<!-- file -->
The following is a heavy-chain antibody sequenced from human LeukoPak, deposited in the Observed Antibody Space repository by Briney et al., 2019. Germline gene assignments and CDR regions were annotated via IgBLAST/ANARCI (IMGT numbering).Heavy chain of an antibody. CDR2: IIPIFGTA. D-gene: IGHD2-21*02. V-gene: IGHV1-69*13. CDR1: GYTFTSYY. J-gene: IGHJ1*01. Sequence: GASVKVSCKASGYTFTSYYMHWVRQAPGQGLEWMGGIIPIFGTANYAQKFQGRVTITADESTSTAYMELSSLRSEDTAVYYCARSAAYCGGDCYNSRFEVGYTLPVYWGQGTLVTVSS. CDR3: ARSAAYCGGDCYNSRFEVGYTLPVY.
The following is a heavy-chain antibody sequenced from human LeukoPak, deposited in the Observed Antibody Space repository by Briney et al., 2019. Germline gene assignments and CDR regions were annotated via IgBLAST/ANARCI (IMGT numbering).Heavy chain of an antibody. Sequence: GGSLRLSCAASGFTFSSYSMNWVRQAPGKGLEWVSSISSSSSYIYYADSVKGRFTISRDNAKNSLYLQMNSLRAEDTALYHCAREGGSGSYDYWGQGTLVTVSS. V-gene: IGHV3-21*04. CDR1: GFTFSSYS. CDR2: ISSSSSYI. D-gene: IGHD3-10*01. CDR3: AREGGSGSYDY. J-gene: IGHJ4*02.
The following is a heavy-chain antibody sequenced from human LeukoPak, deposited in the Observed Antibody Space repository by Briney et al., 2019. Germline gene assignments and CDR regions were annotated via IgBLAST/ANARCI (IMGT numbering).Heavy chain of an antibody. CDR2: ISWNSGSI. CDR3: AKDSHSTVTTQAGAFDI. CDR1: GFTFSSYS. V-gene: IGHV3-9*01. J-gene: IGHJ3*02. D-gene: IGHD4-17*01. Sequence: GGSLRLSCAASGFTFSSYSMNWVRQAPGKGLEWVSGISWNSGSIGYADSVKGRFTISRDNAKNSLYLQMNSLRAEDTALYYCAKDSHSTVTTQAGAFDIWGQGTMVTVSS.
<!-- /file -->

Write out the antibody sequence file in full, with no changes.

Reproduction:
The following is a heavy-chain antibody sequenced from human LeukoPak, deposited in the Observed Antibody Space repository by Briney et al., 2019. Germline gene assignments and CDR regions were annotated via IgBLAST/ANARCI (IMGT numbering).Heavy chain of an antibody. CDR2: IIPIFGTA. D-gene: IGHD2-21*02. V-gene: IGHV1-69*13. CDR1: GYTFTSYY. J-gene: IGHJ1*01. Sequence: GASVKVSCKASGYTFTSYYMHWVRQAPGQGLEWMGGIIPIFGTANYAQKFQGRVTITADESTSTAYMELSSLRSEDTAVYYCARSAAYCGGDCYNSRFEVGYTLPVYWGQGTLVTVSS. CDR3: ARSAAYCGGDCYNSRFEVGYTLPVY.
The following is a heavy-chain antibody sequenced from human LeukoPak, deposited in the Observed Antibody Space repository by Briney et al., 2019. Germline gene assignments and CDR regions were annotated via IgBLAST/ANARCI (IMGT numbering).Heavy chain of an antibody. Sequence: GGSLRLSCAASGFTFSSYSMNWVRQAPGKGLEWVSSISSSSSYIYYADSVKGRFTISRDNAKNSLYLQMNSLRAEDTALYHCAREGGSGSYDYWGQGTLVTVSS. V-gene: IGHV3-21*04. CDR1: GFTFSSYS. CDR2: ISSSSSYI. D-gene: IGHD3-10*01. CDR3: AREGGSGSYDY. J-gene: IGHJ4*02.
The following is a heavy-chain antibody sequenced from human LeukoPak, deposited in the Observed Antibody Space repository by Briney et al., 2019. Germline gene assignments and CDR regions were annotated via IgBLAST/ANARCI (IMGT numbering).Heavy chain of an antibody. CDR2: ISWNSGSI. CDR3: AKDSHSTVTTQAGAFDI. CDR1: GFTFSSYS. V-gene: IGHV3-9*01. J-gene: IGHJ3*02. D-gene: IGHD4-17*01. Sequence: GGSLRLSCAASGFTFSSYSMNWVRQAPGKGLEWVSGISWNSGSIGYADSVKGRFTISRDNAKNSLYLQMNSLRAEDTALYYCAKDSHSTVTTQAGAFDIWGQGTMVTVSS.